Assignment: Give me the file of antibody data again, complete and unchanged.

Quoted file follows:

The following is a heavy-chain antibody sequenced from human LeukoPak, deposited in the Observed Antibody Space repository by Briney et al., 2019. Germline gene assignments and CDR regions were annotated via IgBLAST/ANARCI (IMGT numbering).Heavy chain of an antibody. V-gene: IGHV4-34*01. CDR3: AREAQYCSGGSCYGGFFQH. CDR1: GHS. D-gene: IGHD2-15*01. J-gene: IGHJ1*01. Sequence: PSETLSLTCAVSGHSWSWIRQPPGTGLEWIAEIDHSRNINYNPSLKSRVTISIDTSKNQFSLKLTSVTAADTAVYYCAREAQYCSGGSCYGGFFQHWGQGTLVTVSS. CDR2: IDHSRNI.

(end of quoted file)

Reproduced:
The following is a heavy-chain antibody sequenced from human LeukoPak, deposited in the Observed Antibody Space repository by Briney et al., 2019. Germline gene assignments and CDR regions were annotated via IgBLAST/ANARCI (IMGT numbering).Heavy chain of an antibody. V-gene: IGHV4-34*01. CDR3: AREAQYCSGGSCYGGFFQH. CDR1: GHS. D-gene: IGHD2-15*01. J-gene: IGHJ1*01. Sequence: PSETLSLTCAVSGHSWSWIRQPPGTGLEWIAEIDHSRNINYNPSLKSRVTISIDTSKNQFSLKLTSVTAADTAVYYCAREAQYCSGGSCYGGFFQHWGQGTLVTVSS. CDR2: IDHSRNI.